DegreePh.D. in Musicology ’21
Project Vox is a digital humanities project that seeks to amplify the voices of early modern female philosophers. I’m a musicologist who studies early 20th-century opera, and my knowledge base differs greatly from the project’s research area. Nevertheless, working on a team means you don’t have to know everything, particularly when team members have diverse skill sets and knowledge. Working with undergraduates, grad students, faculty and librarians from a variety of disciplines allowed me to both mentor and be mentored.
The Project Vox team is comprised of sub-teams with specialized focuses. The Research Team researches and writes content for the site; the Outreach and Assessment Team promotes the site and analyzes how it is being accessed; the Publishing Team publishes new content; and the Administrative Team thinks about the long-term goals of the project and how to achieve them.
My role as project manager was part of the Admin team. I set deliverables and deadlines for the project, documented workflows, thought about the sustainability of the project and kept lines of communication open between team members.
As a Ph.D. candidate who plans to pursue a nonfaculty career path, my time as project manager for Project Vox helped me identify and develop valuable skills that I can highlight as I apply for jobs. Some of the skills I developed include time management, communication, mentorship and flexibility.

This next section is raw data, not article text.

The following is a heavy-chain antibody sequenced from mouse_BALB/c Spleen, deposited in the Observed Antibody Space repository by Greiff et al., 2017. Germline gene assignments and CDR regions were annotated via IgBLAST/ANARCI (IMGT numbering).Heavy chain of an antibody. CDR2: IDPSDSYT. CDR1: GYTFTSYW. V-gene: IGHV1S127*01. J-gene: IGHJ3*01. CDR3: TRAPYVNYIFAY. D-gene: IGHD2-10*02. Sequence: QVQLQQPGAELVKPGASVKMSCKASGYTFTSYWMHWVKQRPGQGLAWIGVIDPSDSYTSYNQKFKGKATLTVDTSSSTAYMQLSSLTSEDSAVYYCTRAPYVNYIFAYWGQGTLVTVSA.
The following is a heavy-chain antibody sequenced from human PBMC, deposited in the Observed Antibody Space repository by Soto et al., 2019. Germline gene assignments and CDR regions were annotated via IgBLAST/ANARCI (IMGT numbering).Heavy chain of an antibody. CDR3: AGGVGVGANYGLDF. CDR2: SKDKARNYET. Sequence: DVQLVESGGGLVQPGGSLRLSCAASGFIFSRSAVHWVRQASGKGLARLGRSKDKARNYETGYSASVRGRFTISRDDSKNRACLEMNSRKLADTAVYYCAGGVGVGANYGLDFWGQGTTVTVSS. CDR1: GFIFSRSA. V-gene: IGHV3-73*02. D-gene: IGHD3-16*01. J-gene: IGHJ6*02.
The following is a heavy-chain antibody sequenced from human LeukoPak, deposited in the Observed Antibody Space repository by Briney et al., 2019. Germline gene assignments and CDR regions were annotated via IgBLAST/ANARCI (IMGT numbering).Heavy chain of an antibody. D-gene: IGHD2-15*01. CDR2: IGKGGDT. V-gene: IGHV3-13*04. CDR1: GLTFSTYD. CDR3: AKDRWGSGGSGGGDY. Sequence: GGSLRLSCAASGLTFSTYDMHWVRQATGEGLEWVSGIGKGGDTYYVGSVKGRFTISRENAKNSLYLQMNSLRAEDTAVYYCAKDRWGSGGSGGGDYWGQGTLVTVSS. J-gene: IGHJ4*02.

Leaving the space to work through difficulties or try new approaches was a crucial element of my work – it wasn’t always easy to keep more than a dozen team members on the same page, even with weekly meetings! However, our team really shined when we worked towards a common goal, particularly when we published our research on Princess Elisabeth in Fall 2018.
The team came together to stage the Princess Elisabeth content in working meetings where we divided the work into discrete tasks while communicating our progress to the group. These working meetings transformed our collaboration into action, and everyone was pleasantly surprised how quickly we were able to complete the publishing cycle. We achieved our goal by working together with each team member concentrating on a specific part of the process. What would have been a daunting task for one person was manageable for our team.
I encourage other Ph.D. students, particularly those in the humanities, to get involved with a Bass Connections project team. In fields where collaboration is rare, project teams provide opportunities to work with others towards a common goal, develop transferable skills and make connections with people outside of your department.